Market research has a fascinating history, full of innovative ideas, refined methods, expanded scopes, and technical advancements. At its inception, market research was a strictly quantitative area whose aim was to assess promotional activities and financial results of companies all over the world.
We've come a long way in the creation and evolution of quantitative research methods since the first questionnaire-style survey in the 1920s, with much of our innovation efforts focused on it for decades, also abandoning qualitative initiatives in favour of the pursuit of statistical results.
For the last century, the most important factor that insight practitioners have used to invent and revamp quantitative approaches has been technological advancement, and the findings have proved to be highly useful.
A History of Quantitative Methods
With his questionnaire survey method to test his advertising effectiveness theory, Daniel Starch could be considered the founder of quantitative analysis. To see how successful advertising could be used, read, believed, remembered, and acted upon, Starch and his colleagues took to the streets to ask people if they had read those publications and what advertisements they remembered reading in certain publications. Since then, the industry has increased its focus on quantitative data, developing quantitative methods and techniques to provide the highest quality numerical data for use in all decision-making processes.
The survey and quick poll, both of which were adapted from Starch's questionnaire system and have evolved into powerful tools in their own right today, are the most popular quantitative tools you've probably heard of and certainly used. They have, however, undergone a number of improvements over time in response to the needs of insight professionals.
When technology was limited to those who could afford it, insight professionals relied on face-to-face interactions to get the data they needed.
We were able to adjust and refine quantitative data collection methods based on responses from respondents in real time – an off-topic response might indicate whether a question was phrased correctly, and recording an answer would reveal the first signs of researcher bias and the dangers of individual interpretation. However, we can only find these flaws in the system through trial and error, and then try to correct them and change our course so that we can account for them.
Telephone Quantitative Research
Market research will expand its reach by gaining access to more respondents and more data collection opportunities thanks to technology's ever-evolving beast of creativity. The commercialization of the telephone was one of these opportunities, which contributed to telephone-based quantitative surveying.
Also without the benefit of face-to-face communication, telephone-based research sparked mass or Big Data data collection – the first true realisation that we now have access to almost everyone in the world if we can convince them to participate. As a result, ethical dilemmas are beginning to emerge, as well as the fact that, while we search for more data, the definition of data is changing.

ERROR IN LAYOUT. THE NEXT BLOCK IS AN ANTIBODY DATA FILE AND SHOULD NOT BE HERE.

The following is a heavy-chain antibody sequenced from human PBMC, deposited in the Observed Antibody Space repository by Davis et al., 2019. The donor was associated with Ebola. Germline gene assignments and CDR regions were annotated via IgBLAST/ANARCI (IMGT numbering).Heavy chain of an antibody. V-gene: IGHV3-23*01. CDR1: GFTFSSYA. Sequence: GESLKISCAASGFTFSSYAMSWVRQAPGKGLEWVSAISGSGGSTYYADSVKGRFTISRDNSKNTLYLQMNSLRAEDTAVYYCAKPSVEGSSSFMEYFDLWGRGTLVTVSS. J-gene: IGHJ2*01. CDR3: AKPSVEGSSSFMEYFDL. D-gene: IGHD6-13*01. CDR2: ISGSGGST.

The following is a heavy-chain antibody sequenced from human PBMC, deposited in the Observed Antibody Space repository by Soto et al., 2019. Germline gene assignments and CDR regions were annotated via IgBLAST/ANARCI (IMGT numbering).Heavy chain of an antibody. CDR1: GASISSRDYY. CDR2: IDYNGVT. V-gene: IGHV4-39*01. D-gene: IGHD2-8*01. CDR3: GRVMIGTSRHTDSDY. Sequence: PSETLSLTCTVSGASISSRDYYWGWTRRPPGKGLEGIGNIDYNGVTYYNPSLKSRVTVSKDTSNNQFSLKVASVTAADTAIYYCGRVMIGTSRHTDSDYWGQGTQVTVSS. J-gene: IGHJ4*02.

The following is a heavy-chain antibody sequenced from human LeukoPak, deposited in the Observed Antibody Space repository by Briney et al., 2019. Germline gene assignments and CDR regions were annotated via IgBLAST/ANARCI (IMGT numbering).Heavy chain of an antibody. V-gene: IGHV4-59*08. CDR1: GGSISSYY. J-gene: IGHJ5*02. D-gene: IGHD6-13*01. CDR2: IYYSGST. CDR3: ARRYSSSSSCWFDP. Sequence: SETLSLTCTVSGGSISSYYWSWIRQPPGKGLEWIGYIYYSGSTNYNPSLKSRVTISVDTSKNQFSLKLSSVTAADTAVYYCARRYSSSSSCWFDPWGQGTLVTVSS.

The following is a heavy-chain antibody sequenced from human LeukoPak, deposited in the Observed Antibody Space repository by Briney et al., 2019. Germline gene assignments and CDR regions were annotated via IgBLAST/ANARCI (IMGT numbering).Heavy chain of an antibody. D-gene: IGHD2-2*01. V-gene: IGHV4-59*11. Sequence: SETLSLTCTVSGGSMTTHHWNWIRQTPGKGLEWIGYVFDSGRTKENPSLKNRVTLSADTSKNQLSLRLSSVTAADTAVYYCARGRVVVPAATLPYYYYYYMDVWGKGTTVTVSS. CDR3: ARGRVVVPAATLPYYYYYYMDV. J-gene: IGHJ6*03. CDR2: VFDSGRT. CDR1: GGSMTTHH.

Online Research and Surveys
The incorporation of the internet into the insights industry to generate online analysis is the next iteration, or massive iterative evolution. The possibilities that this transformation of the market research industry has opened up are amazing – from the removal of territorial barriers to the incredible modern communication tactics (think gamification, electronically gifted rewards, and much more), data collection and analytical methodologies, researcher-respondent interactions, and insight empowerment strategies have all been completely transformed.
We've been able to automate a lot of active data collection processes and open up more communication channels than we ever imagined – for example, chatbot surveys will collect preliminary data that allows us to ask more detailed questions later. We can now gather passive data as well; information from website visits and social media has gone a long way toward offering the behavioural background that face-to-face and telephone interviews couldn't quite catch.
IoT and the Future of Quantitative Research
Of course, all of these are still in use today in some form or another, although the majority of research is now done online. However, we continue to search for more, better data and to make use of all available communication tools, which is why we are now investigating all devices linked to the Internet of Things. Smartphones are widely used, but other smart technologies such as voice assistants, smart speakers, smart televisions, and other smart technologies are still being investigated as research avenues.
Technology as a Catalyst for Change
Without a doubt, technology plays a critical role in the evolution of quantitative approaches in market research, as well as other areas such as the growth and rapid expansion/accessibility of qualitative data collection techniques, data processing, and insight activation methods, to name a few. It's difficult not to be excited about what the future of quantitative research methodologies can bring when combined with technology, with perks like instant communication, advanced analytical automated processes, and interaction techniques.
However, data protection is now a much bigger issue than it was in the 1920s; everybody (businesses, insight experts, and consumers) are beginning to understand the importance of their own personal data and what it can do in the wrong hands, so security must be considered when incorporating emerging technology into the insights arsenal.
There is no question that quantitative research methods are due for another evolution, and the entire industry is looking for the next step.